I agree with Hoagland that someone or some group within NASA deliberately concealed this picture in the catalog because of its content, and that this area may contain one of several city complexes that were built under an enormous glass dome within Sinus Medi. The sheer implications of such massive structures on the Moon, if verified by an open and honest visit by astronauts to the Moon, would cause man to rethink many ideas and question many beliefs about other intelligent life in the Universe. Clearly, such structures are well beyond our current technologies, and rank with the Pyramids and Sphinx on Earth, and with the Cydonia complex and its humanoid face on Mars, as major mysteries of our Solar System.
THE DOME OVER MARE CRISIUM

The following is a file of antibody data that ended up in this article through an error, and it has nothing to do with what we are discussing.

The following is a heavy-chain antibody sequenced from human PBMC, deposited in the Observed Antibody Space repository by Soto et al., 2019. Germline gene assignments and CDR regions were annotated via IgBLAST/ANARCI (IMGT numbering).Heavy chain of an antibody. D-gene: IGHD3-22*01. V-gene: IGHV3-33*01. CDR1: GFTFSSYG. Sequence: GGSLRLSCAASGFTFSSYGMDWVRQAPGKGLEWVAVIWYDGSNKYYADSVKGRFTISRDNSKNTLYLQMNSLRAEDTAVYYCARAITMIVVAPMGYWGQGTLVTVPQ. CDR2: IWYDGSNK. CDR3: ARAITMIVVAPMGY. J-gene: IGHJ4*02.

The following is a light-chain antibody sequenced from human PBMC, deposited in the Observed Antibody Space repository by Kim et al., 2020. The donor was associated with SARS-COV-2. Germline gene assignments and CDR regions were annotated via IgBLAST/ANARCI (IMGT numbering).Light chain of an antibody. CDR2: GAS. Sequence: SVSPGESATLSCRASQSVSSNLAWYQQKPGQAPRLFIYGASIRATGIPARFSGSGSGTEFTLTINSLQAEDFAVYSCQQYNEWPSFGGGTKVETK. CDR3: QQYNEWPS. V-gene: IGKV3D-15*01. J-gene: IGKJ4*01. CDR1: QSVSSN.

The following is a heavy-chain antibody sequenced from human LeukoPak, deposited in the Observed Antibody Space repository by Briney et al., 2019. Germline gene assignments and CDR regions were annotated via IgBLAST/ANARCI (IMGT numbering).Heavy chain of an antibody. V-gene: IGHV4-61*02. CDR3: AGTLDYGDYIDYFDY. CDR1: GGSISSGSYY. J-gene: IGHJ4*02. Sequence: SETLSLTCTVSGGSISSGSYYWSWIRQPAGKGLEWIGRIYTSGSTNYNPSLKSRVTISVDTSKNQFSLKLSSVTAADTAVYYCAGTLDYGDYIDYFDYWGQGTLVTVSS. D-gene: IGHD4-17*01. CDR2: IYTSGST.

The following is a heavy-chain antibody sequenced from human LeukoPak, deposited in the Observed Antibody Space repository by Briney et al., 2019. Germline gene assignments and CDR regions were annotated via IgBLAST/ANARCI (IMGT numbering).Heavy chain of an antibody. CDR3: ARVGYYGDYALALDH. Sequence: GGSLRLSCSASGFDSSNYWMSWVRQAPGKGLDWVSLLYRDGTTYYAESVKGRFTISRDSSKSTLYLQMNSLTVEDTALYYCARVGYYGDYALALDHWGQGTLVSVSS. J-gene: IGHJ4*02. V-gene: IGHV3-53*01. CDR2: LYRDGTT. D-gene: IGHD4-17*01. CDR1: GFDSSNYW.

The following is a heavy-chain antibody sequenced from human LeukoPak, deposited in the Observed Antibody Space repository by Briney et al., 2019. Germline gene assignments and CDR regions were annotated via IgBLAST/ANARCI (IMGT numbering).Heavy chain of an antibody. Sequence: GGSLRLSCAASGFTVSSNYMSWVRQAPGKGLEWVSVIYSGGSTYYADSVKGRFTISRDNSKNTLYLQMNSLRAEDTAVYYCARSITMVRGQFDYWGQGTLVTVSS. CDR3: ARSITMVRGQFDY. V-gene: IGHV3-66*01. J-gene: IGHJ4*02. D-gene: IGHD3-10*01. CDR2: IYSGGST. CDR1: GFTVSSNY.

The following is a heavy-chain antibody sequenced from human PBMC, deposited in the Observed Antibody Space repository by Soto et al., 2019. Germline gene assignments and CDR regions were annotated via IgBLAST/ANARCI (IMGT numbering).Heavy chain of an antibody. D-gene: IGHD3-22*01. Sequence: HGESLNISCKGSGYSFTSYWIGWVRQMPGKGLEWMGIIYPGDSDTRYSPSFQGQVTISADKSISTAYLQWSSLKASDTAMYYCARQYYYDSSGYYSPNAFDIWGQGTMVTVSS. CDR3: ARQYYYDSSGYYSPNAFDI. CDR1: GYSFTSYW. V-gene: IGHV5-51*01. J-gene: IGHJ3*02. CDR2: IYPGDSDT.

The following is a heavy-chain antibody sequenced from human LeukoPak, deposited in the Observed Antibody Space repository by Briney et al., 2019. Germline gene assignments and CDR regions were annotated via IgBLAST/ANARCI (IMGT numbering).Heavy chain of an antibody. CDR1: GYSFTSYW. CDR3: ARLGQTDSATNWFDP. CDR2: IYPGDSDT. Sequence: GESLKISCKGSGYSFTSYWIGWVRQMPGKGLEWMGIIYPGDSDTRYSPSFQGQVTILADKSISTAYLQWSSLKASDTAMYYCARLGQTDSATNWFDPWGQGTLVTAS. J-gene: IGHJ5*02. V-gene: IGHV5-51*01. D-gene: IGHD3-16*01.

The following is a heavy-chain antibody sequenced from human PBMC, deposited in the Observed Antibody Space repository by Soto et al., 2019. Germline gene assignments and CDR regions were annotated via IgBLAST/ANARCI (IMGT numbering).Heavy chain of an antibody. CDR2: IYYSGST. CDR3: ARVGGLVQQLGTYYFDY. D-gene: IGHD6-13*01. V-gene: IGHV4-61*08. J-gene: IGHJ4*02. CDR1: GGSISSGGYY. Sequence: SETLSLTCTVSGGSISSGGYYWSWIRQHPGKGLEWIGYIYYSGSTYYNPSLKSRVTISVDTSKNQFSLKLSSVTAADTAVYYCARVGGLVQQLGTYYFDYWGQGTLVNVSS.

Further evidence for such massive constructs on the Moon can be found in Mare Crisium. The photograph that Hoagland showed me of that area (NASA photograph 1) has a strange set of large, concentric, circular light patterns within the mare. To one side an enormous spire or tower rises from the surface within the perimeter of these light circles. Magnification of the area around this spire shows cubic patterns like those around the Tower in Sinus Medii. Numerous holes of various size can be detected within this cubic pattern, probably caused by meteorites. Around the edges of these holes I can see layers of light-reflecting cubic glass-like material and suggestions of strands of rebar support. Below this cover on the ground there is more structure, which can be detected under some of the larger holes. There is an unusual interference pattern below the cubic pattern as well. None of these patterns can be explained as normal or natural. I interpret the major cubic pattern as reflections off rebar and micrometeorite-frosted glass of the dome that covers most of Mare Crisium. I interpret the pattern below the dome as possibly caused by artificial structures on the surface of the Moon, such as the city-like construct near Ukert, and the concentric circles of light over the surface of Mare Crisium as light reflection and refraction through the remaining portions of the glass dome.